To give a concrete sense of how our work can provide guidance for courts evaluating whether trustees have fulfilled their duty to diversify, consider a private trust that has invested all of the trust’s assets in a single stock.[101] Assume the trustee justifies the failure to diversify because selling the stock would trigger a capital gains tax realization. In this case, the alpha the trustee hopes to obtain is from the tax savings and is readily calculable. For simplicity, imagine the stock has a 0 tax basis, average idiosyncratic risk, and a single beneficiary with moderate risk aversion (with a CRRA coefficient of 2) during a relatively calm period. We calculated (in Table 1, supra) the benefit of diversifying would be equivalent to adding 6.3% to the return to the stock for the year. Ignoring the potential step-up basis at death,[102] triggering the tax this year rather than postponing it until next year would cost the trust:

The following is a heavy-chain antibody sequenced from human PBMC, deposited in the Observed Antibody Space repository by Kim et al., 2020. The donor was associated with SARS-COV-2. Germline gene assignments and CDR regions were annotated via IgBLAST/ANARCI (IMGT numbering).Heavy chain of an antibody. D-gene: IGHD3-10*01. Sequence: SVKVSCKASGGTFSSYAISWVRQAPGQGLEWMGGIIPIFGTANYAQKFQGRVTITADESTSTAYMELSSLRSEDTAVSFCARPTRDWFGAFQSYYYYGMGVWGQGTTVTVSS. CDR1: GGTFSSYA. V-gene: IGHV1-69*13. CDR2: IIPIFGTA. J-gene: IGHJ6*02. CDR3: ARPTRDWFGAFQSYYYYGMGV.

α =

where τ is the tax rate and is the risk-free rate. The first part of this equation represents the lost time value of money in failing to delay recognizing the untaxed gains, while the second part represents the fact that investors only capture the after-tax portion of these gains. This expression represents the excess, alpha-like return the trust can expect from postponing realization. Even taking the risk-free rate as high as 5%, and if τ = 20% is the long-term capital gains rate, then the tax benefit to not diversifying is 0.8% of the value of the untaxed gain and it would be imprudent not to diversify. The alpha benefit from not diversifying (0.8%) is outweighed by the cost of failing to diversify (6.3%).

With a portfolio that is not as extremely under-diversified, the tax benefits might justify remaining undiversified. For example, if the trust instead held a portfolio of 10 stocks with 0 basis, whether it would be prudent to fully diversify might depend on the volatility of the market.[103] During volatile periods, the benefits of diversification increase, but the tax benefits are roughly fixed. Thus, during calm periods when the diversification benefits are only around 0.5%, it might be prudent to not fully diversify, thus saving the tax costs of 0.8%. During more volatile times, however, it would be imprudent not to diversify. For example, the average benefit of diversifying during 1999–2001 or 2008–2009 was 2.2%, well in excess of the 0.8% tax costs.[104]